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Voice of the consumer: Counterfeit websites hawking scarce cleaning supplies

Jenna Middaugh
Jenna Middaugh(KKTV)
Published: Dec. 14, 2020 at 6:58 AM MST
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Our 11 News Call For Action team pens a weekly column for our news partner The Gazette. Previous columns can be found here.

COLORADO SPRINGS, Colo. (KKTV) - As coronavirus cases continue to skyrocket in Colorado and across the country, scammers are looking for any chance to take advantage.

If you’ve gone to the grocery store recently, you’ve probably noticed things like toilet paper, paper towels and cleaning supplies flying off the shelves again. The same thing is happening in stores around the U.S. That has forced many people to turn to online shopping to order these hard-to-find items. But beware: sometimes, those websites are fake.

The Federal Trade Commission said it recently filed a complaint against 25 counterfeit websites that used real images and logos of Clorox and Lysol products all in an effort to make people think they were buying real cleaning products from the companies’ official websites. Many of the websites named in the complaint contained words like “Clorox,” “Lysol” and “clean” in the web address.

The fake websites took people’s money but then never delivered the cleaning products. The FTC said in some cases, people reported that when they tried to return to the fake website to ask for a refund, the website was gone.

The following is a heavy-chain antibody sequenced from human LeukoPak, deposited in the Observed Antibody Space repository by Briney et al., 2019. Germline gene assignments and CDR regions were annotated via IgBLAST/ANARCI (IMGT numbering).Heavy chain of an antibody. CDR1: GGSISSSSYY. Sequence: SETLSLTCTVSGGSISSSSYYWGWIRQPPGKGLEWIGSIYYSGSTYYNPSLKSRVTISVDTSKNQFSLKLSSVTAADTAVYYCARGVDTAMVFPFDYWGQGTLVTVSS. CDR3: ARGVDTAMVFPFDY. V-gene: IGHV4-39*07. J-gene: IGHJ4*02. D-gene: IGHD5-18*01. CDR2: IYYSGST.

In the complaint, the FTC said none of the websites are owned by, affiliated with or authorized by the companies that make Clorox and Lysol products. The FTC said it is doing what it can to shut down the websites, stop the fraudsters from setting up future sites and educate everyone to know what to look out for.

“The FTC is working hard to stop fraudsters who try to scam people with false promises of scarce cleaning supplies during the pandemic,” said Bureau of Consumer Protection Director Andrew Smith. “If a seller seems to have items that are out of stock everywhere else, do an online search for complaints about the seller or website before you buy.”

The FTC also recommends paying by credit card when you shop online. You get protections under federal law that way, so you don’t have to pay for items you ordered but never received. Before buying something online, you should also look at the terms of sale. Find out when you can expect the delivery, whether you can get a refund if you need to return the item, who pays for return shipping and whether there’s a restocking fee.

If you come across a scam like this, or any other scam, you can report it to the Federal Trade Commission at ReportFraud.ftc.gov.

You can also report scams, fraud and price gouging to the Colorado Attorney General’s Office. The consumer hotline number is 800-222-4444.

I also wanted to remind you about our new segment on KKTV 11 News. Tune in to 11 News at Noon on Fridays to watch our ‘Fraud Friday’ segment with AARP ElderWatch. We will talk with the experts from AARP about what scams they are hearing about and how you can protect yourself. This segment will air on 11 News every Friday through the end of the year.

Click here to read the original column on gazette.com.

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